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Edition #184 October 15, 2012
Thank You, Captain…
Photographer: Tishia R. Adams
Photo by Tishia R. Adams
Thank You, Captain…
-The banging of loaded coal hoppers, dropping into place at dawn;
-Cheering "homerun!!!" as my baseball lands in a gon during a neighborhood baseball game, then climbing out black and sooty after getting the ball;
-Crossing trestles to get to my favorite fishing holes;
-Countless days spent watching trains from the front porch of a now abandoned house, forgotten, lifeless and sleeping trackside;
-My first encounter with the business end of a King Apple "switch" for wiggling over a coupling between hoppers to dart home quicker from the bus stop;
-Sitting at night on the tailgate of a 1968 Chevy pickup ("Blackie" was her name), high above a tunnel...feeling that rumble and grinning with an upturned face to my dad, a smile in return along with a finger pointing east just as a train's glow spreads through the ravine...growing, growing as the train emerges from the tunnel...
These are just a few of the best, countless memories I cherish from my childhood by the rails in the coalfields of Southwest Virginia. These are memories I have shared with very few, but strive to recreate with my two young sons (minus the "Great Coupling Mishap of 1983" that taught me my first lesson in railroad safety, of course.) These are memories I relive with this photograph, this yellow-poplar leaf.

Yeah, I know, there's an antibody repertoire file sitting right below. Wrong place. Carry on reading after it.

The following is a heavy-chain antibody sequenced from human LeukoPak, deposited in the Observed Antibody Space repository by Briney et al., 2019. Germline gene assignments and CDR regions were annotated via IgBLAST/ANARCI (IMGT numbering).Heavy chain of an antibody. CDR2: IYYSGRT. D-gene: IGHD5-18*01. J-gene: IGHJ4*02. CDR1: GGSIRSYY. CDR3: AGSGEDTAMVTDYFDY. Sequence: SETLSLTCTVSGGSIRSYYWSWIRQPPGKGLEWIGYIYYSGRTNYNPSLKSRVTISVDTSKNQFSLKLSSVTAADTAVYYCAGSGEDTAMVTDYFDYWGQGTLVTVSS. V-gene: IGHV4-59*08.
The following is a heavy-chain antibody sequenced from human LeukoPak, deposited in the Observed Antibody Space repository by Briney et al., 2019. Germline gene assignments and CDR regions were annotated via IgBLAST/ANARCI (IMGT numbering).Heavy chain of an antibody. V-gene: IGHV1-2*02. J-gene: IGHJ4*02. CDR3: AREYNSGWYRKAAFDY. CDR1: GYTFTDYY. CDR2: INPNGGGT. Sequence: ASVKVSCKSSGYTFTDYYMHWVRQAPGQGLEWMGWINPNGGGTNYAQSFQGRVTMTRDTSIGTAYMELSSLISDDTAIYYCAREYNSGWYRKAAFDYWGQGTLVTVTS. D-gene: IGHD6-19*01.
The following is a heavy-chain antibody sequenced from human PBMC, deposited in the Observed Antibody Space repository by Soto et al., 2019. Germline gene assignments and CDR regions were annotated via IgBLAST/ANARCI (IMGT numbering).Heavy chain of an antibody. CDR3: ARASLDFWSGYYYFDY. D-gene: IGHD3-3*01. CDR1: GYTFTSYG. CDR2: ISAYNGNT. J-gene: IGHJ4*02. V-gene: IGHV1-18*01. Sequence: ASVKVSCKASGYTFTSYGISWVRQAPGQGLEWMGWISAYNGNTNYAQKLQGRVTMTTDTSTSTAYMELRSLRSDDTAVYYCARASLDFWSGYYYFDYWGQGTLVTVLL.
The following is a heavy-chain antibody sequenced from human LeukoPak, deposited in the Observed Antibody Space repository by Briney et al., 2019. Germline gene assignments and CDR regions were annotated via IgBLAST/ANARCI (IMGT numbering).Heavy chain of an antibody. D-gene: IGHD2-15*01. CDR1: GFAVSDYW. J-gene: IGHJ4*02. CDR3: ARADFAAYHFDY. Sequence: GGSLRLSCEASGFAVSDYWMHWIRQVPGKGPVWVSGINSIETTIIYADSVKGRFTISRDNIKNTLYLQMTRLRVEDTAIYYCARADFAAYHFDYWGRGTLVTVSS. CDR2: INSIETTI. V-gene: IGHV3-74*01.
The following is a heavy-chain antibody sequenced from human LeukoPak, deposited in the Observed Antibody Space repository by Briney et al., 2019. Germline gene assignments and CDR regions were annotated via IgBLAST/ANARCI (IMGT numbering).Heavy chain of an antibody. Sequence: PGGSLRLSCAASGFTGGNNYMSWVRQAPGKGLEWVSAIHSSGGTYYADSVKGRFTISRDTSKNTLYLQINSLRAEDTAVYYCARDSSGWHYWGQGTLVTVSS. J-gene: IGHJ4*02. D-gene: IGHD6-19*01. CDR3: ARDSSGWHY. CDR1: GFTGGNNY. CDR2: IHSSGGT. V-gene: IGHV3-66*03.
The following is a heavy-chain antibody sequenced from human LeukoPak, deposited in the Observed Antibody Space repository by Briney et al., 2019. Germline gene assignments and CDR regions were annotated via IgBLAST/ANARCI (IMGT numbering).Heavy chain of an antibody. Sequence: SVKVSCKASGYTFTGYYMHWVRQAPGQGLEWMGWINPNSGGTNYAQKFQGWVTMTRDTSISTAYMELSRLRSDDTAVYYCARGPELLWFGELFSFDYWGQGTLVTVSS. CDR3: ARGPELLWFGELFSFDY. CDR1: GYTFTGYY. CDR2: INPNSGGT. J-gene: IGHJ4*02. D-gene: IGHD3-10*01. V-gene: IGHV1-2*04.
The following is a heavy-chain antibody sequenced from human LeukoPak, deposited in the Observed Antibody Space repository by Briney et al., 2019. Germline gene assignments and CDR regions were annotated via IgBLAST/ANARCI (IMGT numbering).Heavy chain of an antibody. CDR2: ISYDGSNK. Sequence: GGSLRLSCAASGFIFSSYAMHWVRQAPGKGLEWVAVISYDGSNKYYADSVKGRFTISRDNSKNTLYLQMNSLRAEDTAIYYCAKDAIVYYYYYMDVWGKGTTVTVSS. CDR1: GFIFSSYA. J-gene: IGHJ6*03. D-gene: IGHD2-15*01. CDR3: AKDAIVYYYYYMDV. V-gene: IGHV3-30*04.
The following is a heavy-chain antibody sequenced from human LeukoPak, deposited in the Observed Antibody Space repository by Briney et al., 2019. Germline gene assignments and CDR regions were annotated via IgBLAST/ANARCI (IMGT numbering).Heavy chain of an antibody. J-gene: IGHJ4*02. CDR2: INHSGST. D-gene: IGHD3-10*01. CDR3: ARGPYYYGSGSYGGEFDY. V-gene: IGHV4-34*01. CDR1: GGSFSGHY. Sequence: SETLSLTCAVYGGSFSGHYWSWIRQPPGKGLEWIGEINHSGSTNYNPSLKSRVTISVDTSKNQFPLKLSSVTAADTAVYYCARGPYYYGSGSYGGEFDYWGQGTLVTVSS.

I found my leaf resting on a tie in a spot I visit daily, resting in that same ravine I used to watch come alive with the beast exiting the tunnel. I almost always catch a train here, and on this day a familiar "black & white" was less than a mile away. I knew she was on her way. I had just watched her from a bridge, waved and laughed at the quick "toot" of the whistle before driving to the ravine.
"Here she comes...one shot and enjoy her."... or so I thought. I planned to enjoy the music her power made as it bounced off the rock walls...my few minutes of solitude. She was slowing down (as required for the high trestle just ahead) so I have a minute to listen to the water rushing down the rock wall. I am thinking as I step closer..."We sure have had our fair share of rain and boy oh boy a shot of that water behind the ole gal would be nice. All I have at home is ice on the rocks from last winter."
Suddenly, a flash of yellow catches my eye - - - A YELLOW-POPLAR LEAF, just resting, biding its time before being shuffled off. I smile...I take the shot...one shot...I dip my head down as I curtsy to the leaf, laugh and simply get in my Jeep and go home. Yes, I left...no need to wait for my girl, I will see her again I am certain; no need to wait for a train at all today.
I was just reminded of what (and the "who" of it all) revived my love for trains, my love for writing and showed me how to appreciate the unexpected treasures found when waiting on something totally different:
One shot, a yellow-poplar leaf, resting on a rail in Southwest Virginia...biding its time before being shuffled off...the simplicity and subject of that one photograph reignited a fire, the thrill of any and everything found in a day of railfanning (I never thought of myself as a railfan until I curtsied to thoughts with my leaf today.) One shot, then and now, to remind me why I smile at the "heavy" sound of a whistle from a loaded coal train at 2:00am on a cold night, or why I get goosebumps when I see those lights slicing through fog.
So...with one shot, one leaf, a smile and a curtsy: "Thank you, Captain!"
Tishia R. Adams
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Revised: 08/11/12 18:45:50 -0400